Dave Morgan read his ‘Farewell to the Jungle’ a narrative poem at once poignant, allegorical and humorous. This was followed by a piece by Degsy Jones about absolution. Not his best work, I felt. it seemed cliché-ridden and imageless to me. Martin Higgins’ poem about having the perfect home was competent: it had good rhythm and musicality and the killer last line: ‘Grief dulls this Ikea gloss.’ Gordon Zola recited a rappy work about classical composers that not only had excellent rhyme and rhythm but also involved the audience and went down really well.
Musician and student Shaun Fallows gave us ‘My Hands’. Some nice internal rhyme in this but I think it needs development. As it was it was too short for a slam. Scott Devon recited his ‘Three Nights’: rappy, staccato, with Ionescoan degeneration of language into mere sounds, judicious repetition and varied pace. Well liked by the audience and judges.
Then Peter Crompton took the place apart with his ‘Sex sells’. This had lovely rhymes, beautiful alliteration, humour, varied pace and machine gun, clinical delivery. It was good to hear a true poet at work. A wonderful performance that demonstrated no less than sonic mastery of language. Outstanding.
Baz followed with a poem about creatures that get eaten. Whilst it was witty (‘all you need to do is very quickly evolve’) the scansion and rhymes were not maybe as good as the humour. Lindsay Ashton’s piece again was humorous and had a fair rhythm but needed more work on scansion and some different rhymes. Louise Stoddart gave us ‘Kinky’ and ‘City’. The first was short and sweet, the second a bit listy for me though not without wit and charm.
John Cleys squeezed in ‘Turn Me On: A recipe for Love’,an epitaph, ‘Drive Me Like A Fire Engine’, and ‘Temptation in the garden’. His usual competent,witty verse and, I should add, for me a greatly improved delivery. Monologue Joe was last to perform with a song ‘Jesus has come to Wigan’, a thoroughly enjoyable, irreverent piece about the local delicacy (pies).

After the scores were added up, first was Peter Crompton, second Gordon Zola and third Scott Devon. Peter now has the opportunity to compete in the regional finals organised by Apples and Snakes.
It is worth noting that all contestants scored and performed well, especially the first-timers. Thanks to Gillian Forester for putting on this event. My apologies to anyone whose name is spelt wrongly. These are my own views and do not necessarily reflect what others felt about the performances.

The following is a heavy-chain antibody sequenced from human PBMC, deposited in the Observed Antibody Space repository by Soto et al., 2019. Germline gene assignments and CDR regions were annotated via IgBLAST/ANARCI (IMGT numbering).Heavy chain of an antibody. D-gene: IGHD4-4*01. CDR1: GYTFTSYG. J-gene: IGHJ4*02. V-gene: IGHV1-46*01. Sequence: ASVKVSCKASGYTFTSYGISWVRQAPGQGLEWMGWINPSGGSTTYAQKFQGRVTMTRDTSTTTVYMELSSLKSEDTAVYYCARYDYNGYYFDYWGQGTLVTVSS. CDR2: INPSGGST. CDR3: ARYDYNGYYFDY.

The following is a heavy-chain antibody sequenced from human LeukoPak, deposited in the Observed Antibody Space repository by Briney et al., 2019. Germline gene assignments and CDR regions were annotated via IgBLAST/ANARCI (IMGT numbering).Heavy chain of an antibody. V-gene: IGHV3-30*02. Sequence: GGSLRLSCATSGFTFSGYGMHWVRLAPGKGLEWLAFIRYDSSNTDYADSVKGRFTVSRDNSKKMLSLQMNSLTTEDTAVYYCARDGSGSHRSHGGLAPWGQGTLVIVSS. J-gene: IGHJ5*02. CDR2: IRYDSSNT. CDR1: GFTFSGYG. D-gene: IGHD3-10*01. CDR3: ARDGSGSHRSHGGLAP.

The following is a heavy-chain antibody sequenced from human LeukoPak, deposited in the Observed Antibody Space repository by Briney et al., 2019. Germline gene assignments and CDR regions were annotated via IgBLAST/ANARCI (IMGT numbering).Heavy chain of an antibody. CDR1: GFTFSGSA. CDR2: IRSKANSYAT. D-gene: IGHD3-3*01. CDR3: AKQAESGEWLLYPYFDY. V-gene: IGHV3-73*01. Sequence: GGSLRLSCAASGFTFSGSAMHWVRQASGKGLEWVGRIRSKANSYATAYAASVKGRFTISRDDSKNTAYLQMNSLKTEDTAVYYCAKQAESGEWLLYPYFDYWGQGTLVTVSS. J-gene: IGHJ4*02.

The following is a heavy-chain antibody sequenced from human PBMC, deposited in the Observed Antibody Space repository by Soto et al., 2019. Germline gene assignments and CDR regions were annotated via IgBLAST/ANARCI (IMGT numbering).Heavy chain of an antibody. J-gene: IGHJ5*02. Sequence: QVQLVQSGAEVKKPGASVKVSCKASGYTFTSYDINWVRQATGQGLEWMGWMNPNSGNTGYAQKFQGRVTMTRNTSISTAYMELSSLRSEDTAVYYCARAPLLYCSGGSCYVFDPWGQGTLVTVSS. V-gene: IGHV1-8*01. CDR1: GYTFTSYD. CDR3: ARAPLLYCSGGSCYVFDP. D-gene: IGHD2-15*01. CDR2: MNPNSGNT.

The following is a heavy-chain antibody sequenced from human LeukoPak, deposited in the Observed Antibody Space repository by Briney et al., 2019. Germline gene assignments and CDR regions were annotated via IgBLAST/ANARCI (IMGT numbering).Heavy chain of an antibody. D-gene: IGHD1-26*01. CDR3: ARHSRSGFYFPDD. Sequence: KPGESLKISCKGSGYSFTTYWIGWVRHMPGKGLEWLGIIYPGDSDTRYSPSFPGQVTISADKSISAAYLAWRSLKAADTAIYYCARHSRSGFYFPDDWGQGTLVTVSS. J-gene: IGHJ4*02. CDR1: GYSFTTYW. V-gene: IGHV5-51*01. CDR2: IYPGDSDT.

Some of my own thoughts about slams are these: performance poetry is not the same as text-based poetry and often the transition from page to stage doesn’t work. I would like to see more recital and less reading, more poems written with performance in mind rather than a poet just picking something to read out of a sheaf of latest works. Speaking and listening (and performing) are active, immediate skills; reading and writing are reflective skills. What might be a great line when I’ve got time to chew it over by re-reading may not work at all when I can only hear it once.
Rhythm, musicality and aural fireworks sometimes but not always characterise the best slam poetry. Those whose slam poems use rhyme need to be just as good at metre and scansion as the best of the text-based rhymers. Too often, an otherwise good idea is ruined by lazy rhyme or clunkingly unmetrical phrasing and some slammers would do well to listen more actively to the likes of Tony Walsh or Peter Crompton. The non-rhymers have it easier in a way, though they need to work harder if anything on aural flow.
What to do about the early performers getting unjustly low scores? It might help if there was a longer open mic session (Julian and Paul did one brief warm-up where the judges scored) of brief acts where the judges scored at least six before the main event. In an ideal world, judges would agree on their criteria in advance and not judge text-based poems as highly as performed ones, if that makes sense.
Finally, I see no sense in having five judges and only using the three middle scores. It means that any judge who votes highest or lowest at any time might as well not be there. Maybe a mathematician can enlighten me.